The major objective of the present study is to clarify the origins of thick- to very thick-bedded sandstones that can be identified as DWMSs in the Kazusa Group in relation to coeval coastal and shallow-marine deposits on the basis of the chronostratigraphic framework that is defined by the mapping of tephra key beds. In particular, one aim of the study is to clarify the relative timing of the active delivery of coarse-grained sediments beyond the shelf margin to develop DWMSs within the framework of the oxygen isotopic sea-level index.

Geologic setting

The Kazusa Group is an infill of the Pleistocene Kazusa forearc basin. The basin is interpreted to have developed in response to the west-northwestward subduction of the Pacific plate beneath the Eurasia plate (later the Okhotsk/North American plate; Nakajima and Hasegawa 2010) along the Izu–Bonin trench, which was superimposed by the northwestward subduction of the Philippine Sea plate beneath the Eurasia plate along the Sagami trough between 2.4 and 0.45 Ma (Ito and Masuda 1988; Ito and Katsura 1992) (Fig. 1). The lower part of the group is characterized by deep-water basin plain, submarine-fan, and lower-slope deposits in the northeastern downslope area, and by upper-slope and outer-shelf deposits in the southwestern upslope area (Ito and Katsura 1992) (Fig. S1). In contrast, upper-slope and outer-shelf deposits are widely developed in the upper part of the group, in association with minor inner-shelf and coastal deposits in the southwestern upslope area (Fig. S1). The lithofacies succession of the entire Kazusa Group has been classified into 17 high-frequency depositional sequences, which are considered to have been controlled primarily by glacioeustatic sea-level changes that were superimposed on the forearc tectonics, and which comprise transgressive and highstand sequence sets of a third-order composite sequence with a duration of about 1.95 Myr. (Ito and Katsura 1992).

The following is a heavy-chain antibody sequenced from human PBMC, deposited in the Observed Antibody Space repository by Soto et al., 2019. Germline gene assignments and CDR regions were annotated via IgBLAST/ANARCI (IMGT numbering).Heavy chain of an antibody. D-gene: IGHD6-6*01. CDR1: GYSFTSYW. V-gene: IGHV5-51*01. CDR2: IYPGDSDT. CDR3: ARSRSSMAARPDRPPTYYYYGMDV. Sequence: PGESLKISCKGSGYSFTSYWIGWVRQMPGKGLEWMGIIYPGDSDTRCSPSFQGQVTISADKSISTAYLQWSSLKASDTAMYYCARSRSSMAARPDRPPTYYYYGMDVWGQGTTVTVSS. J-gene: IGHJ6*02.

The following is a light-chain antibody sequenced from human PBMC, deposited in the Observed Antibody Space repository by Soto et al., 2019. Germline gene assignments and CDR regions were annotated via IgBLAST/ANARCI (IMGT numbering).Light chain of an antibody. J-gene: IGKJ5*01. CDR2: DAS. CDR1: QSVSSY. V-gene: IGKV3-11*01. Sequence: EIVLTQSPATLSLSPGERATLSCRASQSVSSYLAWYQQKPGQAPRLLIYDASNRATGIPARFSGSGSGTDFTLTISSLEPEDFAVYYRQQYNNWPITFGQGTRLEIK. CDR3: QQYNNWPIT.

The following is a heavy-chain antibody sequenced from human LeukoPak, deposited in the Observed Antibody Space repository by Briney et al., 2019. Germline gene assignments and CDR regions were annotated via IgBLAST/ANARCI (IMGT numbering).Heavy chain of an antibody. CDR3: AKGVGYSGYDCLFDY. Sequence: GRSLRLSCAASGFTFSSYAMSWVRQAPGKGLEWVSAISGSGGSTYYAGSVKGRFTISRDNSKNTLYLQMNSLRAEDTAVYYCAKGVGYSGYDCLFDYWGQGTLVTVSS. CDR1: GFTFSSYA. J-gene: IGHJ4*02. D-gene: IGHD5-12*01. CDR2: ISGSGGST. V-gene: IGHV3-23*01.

DWMSs are developed in several stratigraphic horizons of the upper Umegase, Kokumoto, and Chonan formations of the Kazusa Group, in ascending order (Fig. 2). These DWMS-containing stratigraphic horizons are hereafter defined as packets: PU1 and PU2 in the upper Umegase Formation; PK1 and PK2 in the Kokumoto Formation; and PC1–PC4 in the Chonan Formation (Figs. 3, 4, and 5a). In general, each packet is defined by abrupt replacement of muddy deposits with thick- to very thick-bedded sandstones at the base and also by an abrupt change from thick- to very thick-bedded sandstones to muddy deposits at the top, although some thick- to very thick-bedded sandstones show abrupt changes in thickness in the upslope and/or downslope directions (Figs. 3, 4, and 5a). Downslope correlation of the base and top of each packet is also supported by the correlation of some tephra key beds that are intercalated in muddy deposits between the packets. The first occurrence of PU1 in the upper Umegase Formation coincides with the abandonment of a submarine canyon–submarine fan system in the Kazusa Group, and occurred after the deposition of the U3 tephra key bed (Ito 1998; Ito and Saito 2006) (Fig. 3). The submarine canyon is interpreted to have been about 8 km long, up to 1 km wide, and more than 100 m deep (Ito and Saito 2006), and is considered to have acted as a conduit for northeastward-flowing turbidity currents and other types of sediment gravity flows from which submarine-fan deposits (the Otadai and Umegase formations) with a maximum thickness of 1050 m formed between ca 1.2 and ca 0.8 Ma (Hirayama and Nakajima 1977) (Figs. 2 and S1).